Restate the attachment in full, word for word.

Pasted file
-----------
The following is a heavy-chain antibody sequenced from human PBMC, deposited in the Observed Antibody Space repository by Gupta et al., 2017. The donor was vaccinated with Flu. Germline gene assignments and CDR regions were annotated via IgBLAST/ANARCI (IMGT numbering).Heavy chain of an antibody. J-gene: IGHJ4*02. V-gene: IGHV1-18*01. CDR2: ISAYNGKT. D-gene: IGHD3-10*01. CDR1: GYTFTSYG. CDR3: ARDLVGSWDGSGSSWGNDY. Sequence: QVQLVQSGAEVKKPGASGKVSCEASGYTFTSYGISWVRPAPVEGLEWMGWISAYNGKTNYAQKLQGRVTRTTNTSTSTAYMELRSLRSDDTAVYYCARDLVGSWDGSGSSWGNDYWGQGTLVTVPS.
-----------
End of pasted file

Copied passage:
The following is a heavy-chain antibody sequenced from human PBMC, deposited in the Observed Antibody Space repository by Gupta et al., 2017. The donor was vaccinated with Flu. Germline gene assignments and CDR regions were annotated via IgBLAST/ANARCI (IMGT numbering).Heavy chain of an antibody. J-gene: IGHJ4*02. V-gene: IGHV1-18*01. CDR2: ISAYNGKT. D-gene: IGHD3-10*01. CDR1: GYTFTSYG. CDR3: ARDLVGSWDGSGSSWGNDY. Sequence: QVQLVQSGAEVKKPGASGKVSCEASGYTFTSYGISWVRPAPVEGLEWMGWISAYNGKTNYAQKLQGRVTRTTNTSTSTAYMELRSLRSDDTAVYYCARDLVGSWDGSGSSWGNDYWGQGTLVTVPS.